Tre' Jackson (22): The Patriots spent the 111th overall draft pick on the former Florida State right guard in last week's draft. Jackson, who played alongside Bryan Stork in Tallahassee, was a three-season starter in college and at 6'3, 330 lbs is a physical run blocker, who has above average pass blocking skills. The 22-year old might switch positions in New England, from right to left guard, due to his talent and the importance of the left guard in the Patriots' zone blocking scheme, especially on run plays.

Shaq Mason (21): Mason was drafted 20 picks after Jackson and is another great run blocker. The 6'1 former Yellow Jacket is a little short for a guard and might be better suited to back up Stork at center but projects to stay at his college position (right guard) to compete for a starting spot. He definitely needs to improve his pass protection, though, in order to earn said starting role and find consistent success in the NFL.

Cameron Fleming (22): The second-year man out of Stanford is a dark horse in the guard race. In college, he was an offensive tackle and lined up as a tackle eligible at times during his rookie year. However, he also started one game (the above-mentioned loss to the Chiefs) at right guard and even though he struggled, it would come as no surprise if the coaching staff gives Fleming another chance at an interior position.

Marcus Cannon (27 – Happy Birthday!): Cannon started the 2014 campaign as the starting left guard but was replaced prior to the Kansas City game after an uneven performance. He showed some promise as a swing tackle but ultimately might not be quick and nimble enough to play as a guard in New England's scheme. He still projects to be the team's primary back-up tackle, though.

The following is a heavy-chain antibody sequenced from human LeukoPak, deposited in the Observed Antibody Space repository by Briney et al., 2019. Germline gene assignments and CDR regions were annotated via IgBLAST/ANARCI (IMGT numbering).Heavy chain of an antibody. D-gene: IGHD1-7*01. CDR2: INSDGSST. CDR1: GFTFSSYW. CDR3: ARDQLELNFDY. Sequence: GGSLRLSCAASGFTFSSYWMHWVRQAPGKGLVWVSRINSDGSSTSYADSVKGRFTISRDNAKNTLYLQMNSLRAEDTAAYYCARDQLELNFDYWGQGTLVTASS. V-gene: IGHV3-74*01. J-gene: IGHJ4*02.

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The Patriots have a lot of questions along the interior offensive line but did their best to find answers via the draft. Until the team takes the field for practices and finally competitive games we are unable to know what the answer will look like or if it had even been found.

We might see the return of the 2014 championship interior line.

We might see a turn to youth with Jackson and Mason playing alongside Stork.

We might see some unexpected contributors like Kline or Fleming rise up.

We might finally see the Patriots re-discovering one of the hallmarks of their former offensive lines: stability.